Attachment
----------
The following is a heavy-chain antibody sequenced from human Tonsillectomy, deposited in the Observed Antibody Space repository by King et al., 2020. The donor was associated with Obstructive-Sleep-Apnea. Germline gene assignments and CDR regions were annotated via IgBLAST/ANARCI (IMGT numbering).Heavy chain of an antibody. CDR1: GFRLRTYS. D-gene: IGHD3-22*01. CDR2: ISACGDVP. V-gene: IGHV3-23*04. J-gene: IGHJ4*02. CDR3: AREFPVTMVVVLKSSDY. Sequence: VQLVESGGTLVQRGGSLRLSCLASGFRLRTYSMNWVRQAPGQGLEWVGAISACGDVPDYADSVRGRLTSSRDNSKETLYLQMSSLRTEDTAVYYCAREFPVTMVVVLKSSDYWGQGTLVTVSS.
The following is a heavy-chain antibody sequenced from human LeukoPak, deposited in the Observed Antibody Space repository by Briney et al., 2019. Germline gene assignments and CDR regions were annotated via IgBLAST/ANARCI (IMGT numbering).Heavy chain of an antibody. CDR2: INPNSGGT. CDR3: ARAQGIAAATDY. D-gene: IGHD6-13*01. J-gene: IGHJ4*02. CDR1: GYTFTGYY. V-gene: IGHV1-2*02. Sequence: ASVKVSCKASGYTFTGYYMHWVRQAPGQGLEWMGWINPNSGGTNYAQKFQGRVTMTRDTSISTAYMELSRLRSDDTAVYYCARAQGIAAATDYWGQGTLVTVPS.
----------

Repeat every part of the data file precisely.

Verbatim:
The following is a heavy-chain antibody sequenced from human Tonsillectomy, deposited in the Observed Antibody Space repository by King et al., 2020. The donor was associated with Obstructive-Sleep-Apnea. Germline gene assignments and CDR regions were annotated via IgBLAST/ANARCI (IMGT numbering).Heavy chain of an antibody. CDR1: GFRLRTYS. D-gene: IGHD3-22*01. CDR2: ISACGDVP. V-gene: IGHV3-23*04. J-gene: IGHJ4*02. CDR3: AREFPVTMVVVLKSSDY. Sequence: VQLVESGGTLVQRGGSLRLSCLASGFRLRTYSMNWVRQAPGQGLEWVGAISACGDVPDYADSVRGRLTSSRDNSKETLYLQMSSLRTEDTAVYYCAREFPVTMVVVLKSSDYWGQGTLVTVSS.
The following is a heavy-chain antibody sequenced from human LeukoPak, deposited in the Observed Antibody Space repository by Briney et al., 2019. Germline gene assignments and CDR regions were annotated via IgBLAST/ANARCI (IMGT numbering).Heavy chain of an antibody. CDR2: INPNSGGT. CDR3: ARAQGIAAATDY. D-gene: IGHD6-13*01. J-gene: IGHJ4*02. CDR1: GYTFTGYY. V-gene: IGHV1-2*02. Sequence: ASVKVSCKASGYTFTGYYMHWVRQAPGQGLEWMGWINPNSGGTNYAQKFQGRVTMTRDTSISTAYMELSRLRSDDTAVYYCARAQGIAAATDYWGQGTLVTVPS.